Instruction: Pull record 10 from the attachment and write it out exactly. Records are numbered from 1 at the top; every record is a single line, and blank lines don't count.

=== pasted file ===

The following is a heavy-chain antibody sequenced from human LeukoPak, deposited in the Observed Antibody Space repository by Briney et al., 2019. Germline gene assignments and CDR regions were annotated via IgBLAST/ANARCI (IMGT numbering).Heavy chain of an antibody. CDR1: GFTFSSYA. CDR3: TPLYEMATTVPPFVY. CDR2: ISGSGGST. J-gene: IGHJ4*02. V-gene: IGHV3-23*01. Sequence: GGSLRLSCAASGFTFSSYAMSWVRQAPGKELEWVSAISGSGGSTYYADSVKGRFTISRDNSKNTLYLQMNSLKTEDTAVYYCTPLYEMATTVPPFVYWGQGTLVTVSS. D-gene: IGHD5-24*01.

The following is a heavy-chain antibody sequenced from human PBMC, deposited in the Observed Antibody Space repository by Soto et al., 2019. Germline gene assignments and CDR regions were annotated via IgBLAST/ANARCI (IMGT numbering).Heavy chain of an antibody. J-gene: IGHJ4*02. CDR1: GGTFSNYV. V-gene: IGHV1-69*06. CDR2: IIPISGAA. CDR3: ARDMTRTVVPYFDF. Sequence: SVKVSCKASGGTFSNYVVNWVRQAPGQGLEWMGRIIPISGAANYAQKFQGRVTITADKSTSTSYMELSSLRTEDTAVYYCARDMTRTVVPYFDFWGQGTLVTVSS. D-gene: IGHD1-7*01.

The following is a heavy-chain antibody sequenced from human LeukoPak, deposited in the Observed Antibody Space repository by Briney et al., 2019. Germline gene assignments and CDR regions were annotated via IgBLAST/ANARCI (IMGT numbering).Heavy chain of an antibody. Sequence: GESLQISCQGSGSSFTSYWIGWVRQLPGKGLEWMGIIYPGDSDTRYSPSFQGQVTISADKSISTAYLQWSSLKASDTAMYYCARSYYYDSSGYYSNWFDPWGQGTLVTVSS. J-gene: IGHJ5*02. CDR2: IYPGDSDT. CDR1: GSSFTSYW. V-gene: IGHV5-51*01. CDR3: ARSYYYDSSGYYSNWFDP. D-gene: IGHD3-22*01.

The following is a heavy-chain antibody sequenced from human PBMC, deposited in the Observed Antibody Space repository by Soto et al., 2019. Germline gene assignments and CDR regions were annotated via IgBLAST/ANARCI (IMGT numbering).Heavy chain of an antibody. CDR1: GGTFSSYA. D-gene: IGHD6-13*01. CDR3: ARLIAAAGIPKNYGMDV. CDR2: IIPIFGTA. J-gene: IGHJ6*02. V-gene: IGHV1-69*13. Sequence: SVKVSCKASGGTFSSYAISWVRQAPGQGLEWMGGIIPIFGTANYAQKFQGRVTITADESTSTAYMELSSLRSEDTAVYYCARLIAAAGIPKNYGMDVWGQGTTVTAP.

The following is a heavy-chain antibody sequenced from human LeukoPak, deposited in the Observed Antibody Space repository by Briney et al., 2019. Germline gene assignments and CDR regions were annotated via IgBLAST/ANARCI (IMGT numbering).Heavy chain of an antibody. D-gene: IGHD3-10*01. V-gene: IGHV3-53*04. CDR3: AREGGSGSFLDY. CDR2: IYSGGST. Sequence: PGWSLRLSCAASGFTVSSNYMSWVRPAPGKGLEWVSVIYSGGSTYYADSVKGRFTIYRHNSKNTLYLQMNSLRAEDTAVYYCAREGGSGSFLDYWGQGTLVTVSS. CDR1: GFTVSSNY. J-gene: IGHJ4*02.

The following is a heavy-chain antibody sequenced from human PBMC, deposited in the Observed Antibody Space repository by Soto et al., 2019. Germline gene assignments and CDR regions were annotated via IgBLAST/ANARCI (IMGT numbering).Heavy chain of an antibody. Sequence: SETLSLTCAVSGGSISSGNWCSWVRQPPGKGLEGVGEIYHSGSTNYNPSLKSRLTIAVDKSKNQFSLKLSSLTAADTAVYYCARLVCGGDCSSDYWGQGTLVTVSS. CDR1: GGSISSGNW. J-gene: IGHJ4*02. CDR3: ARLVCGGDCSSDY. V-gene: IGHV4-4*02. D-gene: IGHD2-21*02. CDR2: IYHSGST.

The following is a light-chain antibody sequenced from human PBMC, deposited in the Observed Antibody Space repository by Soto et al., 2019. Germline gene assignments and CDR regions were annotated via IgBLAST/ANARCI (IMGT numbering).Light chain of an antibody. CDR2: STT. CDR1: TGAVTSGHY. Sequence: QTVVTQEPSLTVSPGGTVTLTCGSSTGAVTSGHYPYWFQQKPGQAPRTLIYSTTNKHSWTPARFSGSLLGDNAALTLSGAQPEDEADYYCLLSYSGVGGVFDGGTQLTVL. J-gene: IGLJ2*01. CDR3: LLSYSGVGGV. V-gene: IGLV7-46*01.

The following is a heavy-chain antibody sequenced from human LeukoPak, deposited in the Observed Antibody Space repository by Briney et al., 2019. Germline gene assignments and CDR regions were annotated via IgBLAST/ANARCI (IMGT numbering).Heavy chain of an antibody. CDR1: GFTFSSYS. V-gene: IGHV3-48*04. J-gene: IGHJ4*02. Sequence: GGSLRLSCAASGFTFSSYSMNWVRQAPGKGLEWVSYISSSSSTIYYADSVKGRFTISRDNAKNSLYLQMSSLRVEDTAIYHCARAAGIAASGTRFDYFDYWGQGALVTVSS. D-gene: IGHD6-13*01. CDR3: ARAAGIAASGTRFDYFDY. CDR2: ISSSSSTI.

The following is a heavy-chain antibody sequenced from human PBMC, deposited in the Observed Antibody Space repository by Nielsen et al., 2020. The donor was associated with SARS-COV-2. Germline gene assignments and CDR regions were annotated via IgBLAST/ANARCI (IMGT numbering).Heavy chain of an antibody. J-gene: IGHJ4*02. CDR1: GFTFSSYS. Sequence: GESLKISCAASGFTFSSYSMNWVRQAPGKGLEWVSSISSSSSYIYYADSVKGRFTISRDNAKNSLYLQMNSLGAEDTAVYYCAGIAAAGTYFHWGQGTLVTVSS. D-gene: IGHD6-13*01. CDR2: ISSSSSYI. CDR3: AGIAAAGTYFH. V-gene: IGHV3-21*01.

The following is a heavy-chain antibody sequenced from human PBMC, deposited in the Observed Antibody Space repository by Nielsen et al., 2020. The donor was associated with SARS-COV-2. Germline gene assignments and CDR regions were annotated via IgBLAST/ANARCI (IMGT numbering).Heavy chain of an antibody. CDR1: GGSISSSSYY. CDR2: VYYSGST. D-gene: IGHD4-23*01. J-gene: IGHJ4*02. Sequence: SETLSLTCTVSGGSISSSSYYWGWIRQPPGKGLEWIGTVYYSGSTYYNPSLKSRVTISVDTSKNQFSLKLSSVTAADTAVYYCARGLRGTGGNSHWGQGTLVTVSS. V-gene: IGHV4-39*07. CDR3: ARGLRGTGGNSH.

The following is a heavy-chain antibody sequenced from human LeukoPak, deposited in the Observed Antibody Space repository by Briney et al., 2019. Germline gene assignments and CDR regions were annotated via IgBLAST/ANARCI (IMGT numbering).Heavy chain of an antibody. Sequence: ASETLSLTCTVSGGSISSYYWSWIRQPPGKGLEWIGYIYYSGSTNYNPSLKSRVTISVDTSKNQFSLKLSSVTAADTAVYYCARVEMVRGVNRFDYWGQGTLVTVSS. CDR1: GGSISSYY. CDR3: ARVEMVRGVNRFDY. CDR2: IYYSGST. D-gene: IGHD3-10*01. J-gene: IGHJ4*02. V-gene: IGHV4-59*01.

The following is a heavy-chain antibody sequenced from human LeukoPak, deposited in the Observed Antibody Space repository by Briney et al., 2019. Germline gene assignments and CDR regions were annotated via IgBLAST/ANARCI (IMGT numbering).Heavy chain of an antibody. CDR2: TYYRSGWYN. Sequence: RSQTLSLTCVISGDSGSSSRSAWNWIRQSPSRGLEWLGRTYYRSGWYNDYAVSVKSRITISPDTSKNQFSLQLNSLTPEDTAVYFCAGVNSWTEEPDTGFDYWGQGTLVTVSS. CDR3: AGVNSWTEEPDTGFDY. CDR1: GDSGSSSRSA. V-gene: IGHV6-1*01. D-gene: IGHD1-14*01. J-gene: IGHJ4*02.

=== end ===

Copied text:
The following is a heavy-chain antibody sequenced from human PBMC, deposited in the Observed Antibody Space repository by Nielsen et al., 2020. The donor was associated with SARS-COV-2. Germline gene assignments and CDR regions were annotated via IgBLAST/ANARCI (IMGT numbering).Heavy chain of an antibody. CDR1: GGSISSSSYY. CDR2: VYYSGST. D-gene: IGHD4-23*01. J-gene: IGHJ4*02. Sequence: SETLSLTCTVSGGSISSSSYYWGWIRQPPGKGLEWIGTVYYSGSTYYNPSLKSRVTISVDTSKNQFSLKLSSVTAADTAVYYCARGLRGTGGNSHWGQGTLVTVSS. V-gene: IGHV4-39*07. CDR3: ARGLRGTGGNSH.